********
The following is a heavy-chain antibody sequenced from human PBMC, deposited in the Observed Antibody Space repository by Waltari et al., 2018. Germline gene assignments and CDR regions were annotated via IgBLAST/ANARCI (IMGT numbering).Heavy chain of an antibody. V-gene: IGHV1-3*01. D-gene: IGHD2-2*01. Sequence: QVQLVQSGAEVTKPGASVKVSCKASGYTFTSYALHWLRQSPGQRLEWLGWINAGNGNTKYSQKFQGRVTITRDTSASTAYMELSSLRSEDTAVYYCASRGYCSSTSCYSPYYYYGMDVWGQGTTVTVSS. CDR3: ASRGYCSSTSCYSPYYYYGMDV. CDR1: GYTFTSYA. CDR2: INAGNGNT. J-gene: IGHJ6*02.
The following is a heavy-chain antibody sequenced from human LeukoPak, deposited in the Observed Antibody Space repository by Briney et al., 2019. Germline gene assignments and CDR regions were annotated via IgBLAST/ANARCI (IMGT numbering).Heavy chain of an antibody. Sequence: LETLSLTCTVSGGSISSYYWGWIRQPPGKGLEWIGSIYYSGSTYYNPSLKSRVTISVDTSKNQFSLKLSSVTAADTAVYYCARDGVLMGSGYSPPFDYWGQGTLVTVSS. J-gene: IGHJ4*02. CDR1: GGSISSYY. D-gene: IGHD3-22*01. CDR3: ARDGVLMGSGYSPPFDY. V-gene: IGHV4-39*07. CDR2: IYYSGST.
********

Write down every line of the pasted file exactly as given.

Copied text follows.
The following is a heavy-chain antibody sequenced from human PBMC, deposited in the Observed Antibody Space repository by Waltari et al., 2018. Germline gene assignments and CDR regions were annotated via IgBLAST/ANARCI (IMGT numbering).Heavy chain of an antibody. V-gene: IGHV1-3*01. D-gene: IGHD2-2*01. Sequence: QVQLVQSGAEVTKPGASVKVSCKASGYTFTSYALHWLRQSPGQRLEWLGWINAGNGNTKYSQKFQGRVTITRDTSASTAYMELSSLRSEDTAVYYCASRGYCSSTSCYSPYYYYGMDVWGQGTTVTVSS. CDR3: ASRGYCSSTSCYSPYYYYGMDV. CDR1: GYTFTSYA. CDR2: INAGNGNT. J-gene: IGHJ6*02.
The following is a heavy-chain antibody sequenced from human LeukoPak, deposited in the Observed Antibody Space repository by Briney et al., 2019. Germline gene assignments and CDR regions were annotated via IgBLAST/ANARCI (IMGT numbering).Heavy chain of an antibody. Sequence: LETLSLTCTVSGGSISSYYWGWIRQPPGKGLEWIGSIYYSGSTYYNPSLKSRVTISVDTSKNQFSLKLSSVTAADTAVYYCARDGVLMGSGYSPPFDYWGQGTLVTVSS. J-gene: IGHJ4*02. CDR1: GGSISSYY. D-gene: IGHD3-22*01. CDR3: ARDGVLMGSGYSPPFDY. V-gene: IGHV4-39*07. CDR2: IYYSGST.